“The phrase ‘It only takes one’ is one we should all keep in mind,” McNoldy said. “Whether there are two or 12 hurricanes in a season, if any one of them makes landfall near you, it’s going to be a bad year.”

A busy year for hurricane experts

The season, while near normal, kept the University’s hurricane researchers busy, as they studied storms using a variety of different techniques—from deploying instruments into the ocean and atmosphere to flying directly into hurricanes aboard Hurricane Hunter aircraft to take critical readings.

In collaboration with NOAA’s Hurricane Research Division and the Naval Research Laboratory, Lynn “Nick” Shay, a professor of ocean sciences at the Rosenstiel School, and his team deployed a combination of ocean expendables and atmospheric GPS sondes simultaneously over the Caribbean Sea. “We were planning to deploy more expensive assets such as profiling floats and salinity/current profilers until [Hurricane] Ian jogged eastward over the very shallow water over the west Florida Shelf,” Shay said.

Shay’s preliminary findings suggest extensive upwelling over the shelf because of Ian’s slow speed. “However, the water being upwelled was also quite warm, which is an example of less negative feedback to the atmosphere,” he said. “This is one reason the storm stayed intense. This also has implications for stirring up red tide organisms that reside over the shelf and shelf break. The resuspension of these organisms coupled with the freshwater runoff from the Caloosahatchee River into the bays made the ecosystem ripe for amplification of the red tide. So, it is no surprise that red tide occurred after the storm.”

Shay, whose Sanibel Island home was heavily damaged by Ian, also found that the strong currents and waves forced by the hurricane’s winds were principally responsible for damaging the Sanibel Causeway, the series of bridges that connect mainland Florida to the island. A 15-foot storm surge pounded the causeway for several hours, Shay pointed out.

“It is important to note that it was the previous day, before Ian hit, that NOAA nearly doubled its surge forecast from 6-to-9 feet to 12-to-18 feet,” he said. “So, once again the research underscores the importance of the three-dimensional flow fields excited by strong winds that drive sea level and surge and upwelling and downwelling processes,” he explained.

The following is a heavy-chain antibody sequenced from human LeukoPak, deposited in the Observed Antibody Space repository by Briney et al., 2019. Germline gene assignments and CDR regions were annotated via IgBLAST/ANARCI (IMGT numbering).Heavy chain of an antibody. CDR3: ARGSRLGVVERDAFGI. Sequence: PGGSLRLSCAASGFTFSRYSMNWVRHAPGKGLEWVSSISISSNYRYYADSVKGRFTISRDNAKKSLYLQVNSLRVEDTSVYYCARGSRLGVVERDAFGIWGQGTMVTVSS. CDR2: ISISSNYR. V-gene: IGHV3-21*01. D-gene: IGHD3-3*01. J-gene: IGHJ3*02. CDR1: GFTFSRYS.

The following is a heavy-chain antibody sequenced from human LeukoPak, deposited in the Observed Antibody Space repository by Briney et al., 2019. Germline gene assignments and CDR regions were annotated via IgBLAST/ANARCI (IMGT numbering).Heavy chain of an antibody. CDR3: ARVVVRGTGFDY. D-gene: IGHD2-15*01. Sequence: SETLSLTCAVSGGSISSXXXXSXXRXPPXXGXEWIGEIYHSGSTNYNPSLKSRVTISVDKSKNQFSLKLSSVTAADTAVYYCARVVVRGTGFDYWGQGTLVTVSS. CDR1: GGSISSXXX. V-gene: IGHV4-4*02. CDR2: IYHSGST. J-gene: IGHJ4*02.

Historic flights

A busy second half of the season meant Jason Dunion, a scientist at the University’s Cooperative Institute for Marine and Atmospheric Studies, and his team of researchers logged several hours from September through the first week of November flying into the heart of storms aboard NOAA Hurricane Hunter aircraft.

In August, he led a first-ever historic deployment of Hurricane Hunter aircraft to the Cape Verde Islands to probe the region where many of the most powerful hurricanes are born. “That was truly a trailblazing effort to extend NOAA’s operations to a part of the Atlantic we had never flown before,” Dunion said.

During Hurricane Earl, he and his team flew 20 missions over 12 consecutive days, taking readings of the storm from when it was just a disorganized tropical disturbance to its peak as a Category 2 hurricane. The data on Earl helped build forecast models on the storm, was used in real-time by forecasters at the National Hurricane Center, and will be studied by research scientists to improve our understanding of storm genesis, Dunion noted.

Rosenstiel School Ph.D. student Alexis Wilson, who is studying the genesis of tropical cyclones, flew two missions aboard a Hurricane Hunter out of St. Croix in the U.S. Virgin Islands this season, helping to monitor data from the aircraft’s tail doppler radar (TDR) and deploying a dropsonde weather device.

“Interestingly, the data we collected from the TDR and the dropsondes on my first flight helped the National Hurricane Center declare Lisa a tropical storm, while my second flight gave us information on the strength and structure of Lisa before it made landfall,” Wilson said. “These flights were an invaluable learning experience, one that I hope to have the opportunity to repeat in the future.”